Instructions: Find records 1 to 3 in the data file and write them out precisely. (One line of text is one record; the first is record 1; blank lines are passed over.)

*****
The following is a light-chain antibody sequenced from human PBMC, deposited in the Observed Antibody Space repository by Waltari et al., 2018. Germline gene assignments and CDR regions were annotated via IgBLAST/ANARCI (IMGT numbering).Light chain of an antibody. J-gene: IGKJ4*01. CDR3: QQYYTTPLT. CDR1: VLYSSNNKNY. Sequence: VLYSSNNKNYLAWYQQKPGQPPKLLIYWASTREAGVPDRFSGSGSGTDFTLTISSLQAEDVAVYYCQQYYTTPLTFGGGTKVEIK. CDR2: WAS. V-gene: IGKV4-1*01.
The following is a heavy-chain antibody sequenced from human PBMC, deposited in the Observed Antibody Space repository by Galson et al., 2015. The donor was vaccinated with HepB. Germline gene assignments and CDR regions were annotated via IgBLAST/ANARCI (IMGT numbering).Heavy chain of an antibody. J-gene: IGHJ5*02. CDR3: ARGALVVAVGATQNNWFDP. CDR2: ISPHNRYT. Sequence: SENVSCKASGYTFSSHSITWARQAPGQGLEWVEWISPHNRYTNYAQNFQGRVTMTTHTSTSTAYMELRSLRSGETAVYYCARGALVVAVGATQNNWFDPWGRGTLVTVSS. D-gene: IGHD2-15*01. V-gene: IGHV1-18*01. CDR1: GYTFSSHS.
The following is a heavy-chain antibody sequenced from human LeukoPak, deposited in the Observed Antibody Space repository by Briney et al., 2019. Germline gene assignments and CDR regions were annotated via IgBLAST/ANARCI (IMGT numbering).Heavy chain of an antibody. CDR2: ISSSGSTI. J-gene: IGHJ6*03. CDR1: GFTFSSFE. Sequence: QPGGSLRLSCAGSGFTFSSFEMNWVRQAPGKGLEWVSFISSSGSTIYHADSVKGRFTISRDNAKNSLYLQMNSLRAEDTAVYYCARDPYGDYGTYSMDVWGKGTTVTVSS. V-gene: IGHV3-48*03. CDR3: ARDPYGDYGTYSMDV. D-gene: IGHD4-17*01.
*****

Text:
The following is a light-chain antibody sequenced from human PBMC, deposited in the Observed Antibody Space repository by Waltari et al., 2018. Germline gene assignments and CDR regions were annotated via IgBLAST/ANARCI (IMGT numbering).Light chain of an antibody. J-gene: IGKJ4*01. CDR3: QQYYTTPLT. CDR1: VLYSSNNKNY. Sequence: VLYSSNNKNYLAWYQQKPGQPPKLLIYWASTREAGVPDRFSGSGSGTDFTLTISSLQAEDVAVYYCQQYYTTPLTFGGGTKVEIK. CDR2: WAS. V-gene: IGKV4-1*01.
The following is a heavy-chain antibody sequenced from human PBMC, deposited in the Observed Antibody Space repository by Galson et al., 2015. The donor was vaccinated with HepB. Germline gene assignments and CDR regions were annotated via IgBLAST/ANARCI (IMGT numbering).Heavy chain of an antibody. J-gene: IGHJ5*02. CDR3: ARGALVVAVGATQNNWFDP. CDR2: ISPHNRYT. Sequence: SENVSCKASGYTFSSHSITWARQAPGQGLEWVEWISPHNRYTNYAQNFQGRVTMTTHTSTSTAYMELRSLRSGETAVYYCARGALVVAVGATQNNWFDPWGRGTLVTVSS. D-gene: IGHD2-15*01. V-gene: IGHV1-18*01. CDR1: GYTFSSHS.
The following is a heavy-chain antibody sequenced from human LeukoPak, deposited in the Observed Antibody Space repository by Briney et al., 2019. Germline gene assignments and CDR regions were annotated via IgBLAST/ANARCI (IMGT numbering).Heavy chain of an antibody. CDR2: ISSSGSTI. J-gene: IGHJ6*03. CDR1: GFTFSSFE. Sequence: QPGGSLRLSCAGSGFTFSSFEMNWVRQAPGKGLEWVSFISSSGSTIYHADSVKGRFTISRDNAKNSLYLQMNSLRAEDTAVYYCARDPYGDYGTYSMDVWGKGTTVTVSS. V-gene: IGHV3-48*03. CDR3: ARDPYGDYGTYSMDV. D-gene: IGHD4-17*01.